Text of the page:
Despite the advent of e-commerce and online import-export platforms, the most effective way to get B.C. products abroad remains face-to-face contact at events such as large industry trade shows.
That’s the opinion of several B.C. importer-exporters after returning from Seoul Food 2017, one of Asia’s largest industry exhibitions of its kind, in South Korea earlier this year.
Not only do such trade missions yield opportunities abroad, they also spark profitable connections closer to home, said one business owner.
“During the mission, we met a maple syrup company from Quebec that was part of our own [Canadian] delegation,” said Jaey Kwak, whose company, CoChef Food Inc., specializes in selling B.C. organic food to local and international markets. “That company from Quebec asked us to be the distributor for their products in Western Canada. So it’s funny, but I’ve not only found customers in Asia on this trip … I’ve also got Canadian suppliers, too.”
Trade officials say large industry gatherings like Seoul Food allow companies to gauge first-hand the pulse of an industry around the globe. The Korea Trade-Investment Promotion Agency (KOTRA) in Vancouver, which organized this year’s Canadian delegation to the show in May, holds major events every month to promote the South Korean market in B.C. because of the effectiveness of face-to-face relationship-
building – with the additional help of a new trade deal – organizers said. Seoul Food 2017, now ranked fourth in size among Asian food shows after attracting 1,520 exhibitors and 53,406 visitors in 2016, is a prime opportunity to demonstrate the value of face-to-face business contact, said Jung Hyung-shik, director general of KOTRA Vancouver.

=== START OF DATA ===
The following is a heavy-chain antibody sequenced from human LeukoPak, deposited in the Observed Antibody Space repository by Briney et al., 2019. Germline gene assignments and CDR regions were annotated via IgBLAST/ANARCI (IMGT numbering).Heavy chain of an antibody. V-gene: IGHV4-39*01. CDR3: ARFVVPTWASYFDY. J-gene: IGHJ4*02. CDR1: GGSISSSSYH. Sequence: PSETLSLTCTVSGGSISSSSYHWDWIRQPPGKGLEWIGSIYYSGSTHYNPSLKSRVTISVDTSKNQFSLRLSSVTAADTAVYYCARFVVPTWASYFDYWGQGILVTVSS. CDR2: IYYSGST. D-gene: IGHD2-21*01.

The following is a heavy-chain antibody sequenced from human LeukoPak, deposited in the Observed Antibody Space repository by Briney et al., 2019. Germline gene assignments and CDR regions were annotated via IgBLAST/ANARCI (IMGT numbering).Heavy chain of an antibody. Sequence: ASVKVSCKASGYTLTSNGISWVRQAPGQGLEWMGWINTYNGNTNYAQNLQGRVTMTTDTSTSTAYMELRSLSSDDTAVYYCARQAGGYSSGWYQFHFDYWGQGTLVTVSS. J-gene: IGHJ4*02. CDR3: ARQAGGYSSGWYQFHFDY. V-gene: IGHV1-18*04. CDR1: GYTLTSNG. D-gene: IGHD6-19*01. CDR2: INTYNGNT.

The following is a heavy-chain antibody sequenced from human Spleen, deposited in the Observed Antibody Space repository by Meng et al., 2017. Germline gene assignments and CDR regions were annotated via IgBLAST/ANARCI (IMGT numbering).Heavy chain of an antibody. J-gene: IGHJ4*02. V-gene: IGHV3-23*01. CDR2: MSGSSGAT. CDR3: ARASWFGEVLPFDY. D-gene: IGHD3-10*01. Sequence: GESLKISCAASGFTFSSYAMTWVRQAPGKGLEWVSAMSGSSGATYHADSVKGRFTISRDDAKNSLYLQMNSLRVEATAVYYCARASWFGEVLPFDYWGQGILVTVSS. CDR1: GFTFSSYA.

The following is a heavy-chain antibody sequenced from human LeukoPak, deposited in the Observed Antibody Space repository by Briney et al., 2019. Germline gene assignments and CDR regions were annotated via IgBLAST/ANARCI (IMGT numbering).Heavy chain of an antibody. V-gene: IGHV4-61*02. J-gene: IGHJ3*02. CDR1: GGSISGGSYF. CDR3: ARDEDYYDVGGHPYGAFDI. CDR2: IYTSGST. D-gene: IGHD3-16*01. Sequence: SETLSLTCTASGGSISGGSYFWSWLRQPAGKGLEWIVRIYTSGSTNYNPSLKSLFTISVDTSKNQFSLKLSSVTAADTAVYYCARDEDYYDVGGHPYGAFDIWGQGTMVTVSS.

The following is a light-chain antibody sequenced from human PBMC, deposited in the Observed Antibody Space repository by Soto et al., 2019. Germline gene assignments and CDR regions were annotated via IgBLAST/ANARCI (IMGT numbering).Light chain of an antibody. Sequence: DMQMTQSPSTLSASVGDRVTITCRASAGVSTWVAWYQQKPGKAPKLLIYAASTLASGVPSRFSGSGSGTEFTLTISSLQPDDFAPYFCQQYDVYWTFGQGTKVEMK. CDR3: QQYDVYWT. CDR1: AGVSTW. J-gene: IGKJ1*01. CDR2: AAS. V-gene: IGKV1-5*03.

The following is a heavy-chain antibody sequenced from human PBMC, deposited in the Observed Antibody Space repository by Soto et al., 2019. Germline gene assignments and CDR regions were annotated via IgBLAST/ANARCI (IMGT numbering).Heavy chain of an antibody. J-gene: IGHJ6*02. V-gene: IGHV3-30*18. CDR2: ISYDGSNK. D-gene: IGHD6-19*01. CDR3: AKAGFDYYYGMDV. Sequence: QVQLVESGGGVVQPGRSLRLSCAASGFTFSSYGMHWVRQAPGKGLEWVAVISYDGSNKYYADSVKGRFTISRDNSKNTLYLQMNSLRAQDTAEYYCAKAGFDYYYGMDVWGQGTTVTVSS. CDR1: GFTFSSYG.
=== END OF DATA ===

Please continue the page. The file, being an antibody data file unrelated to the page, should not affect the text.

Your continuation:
“We agree that B.C. businesses can be cautious when it comes to foreign markets, especially overseas. However, since the Korea-Canada Free Trade Agreement came into effect a few years ago, we have seen an increasing trend of B.C. agri-food and seafood businesses willing to consider Korea [as an export market].”
That was the case with Kwak, who came away from the show with two deals other than the one reached with the Quebec maple syrup distribution business.
Susan Leung, a senior import-export manager at Vancouver’s Fresh Direct Produce, started working with the Korean market seven years ago, and mainly imports Asian specialty fruits and vegetables into the Canadian market. Leung agreed that any traders going to a major industry show like Seoul’s need to be flexible to maximize their potential.
“In terms of finding a supplier, sometimes it fits, and sometimes I would say it doesn’t,” she said. “Otherwise, I don’t have that much opportunity to go make that face-to-face contact. It definitely helps, considering the business we have developed so far.”
Leung said her company is focused on bringing Korean grapes and strawberries to B.C., something that only recently became an available option for importers due to a change in Canadian trade regulations. She and Kwak agreed that while consumer awareness in Canada and South Korea about each other’s food products can still improve, the market potential is there.
That’s why, KOTRA’s Jung said, his organization will continue to seek delegations to visit Korea like the one that made the trip this year (consisting of 20 B.C. firms and five companies each from Alberta and Quebec). The focus, he said, will likely be organic produce, given Korean consumers’ newfound appetite for healthy living, but he added his office won’t limit itself to health-food producers.
“We welcome and support any company, big or small, that shows interest to do business with Korea,” he said. •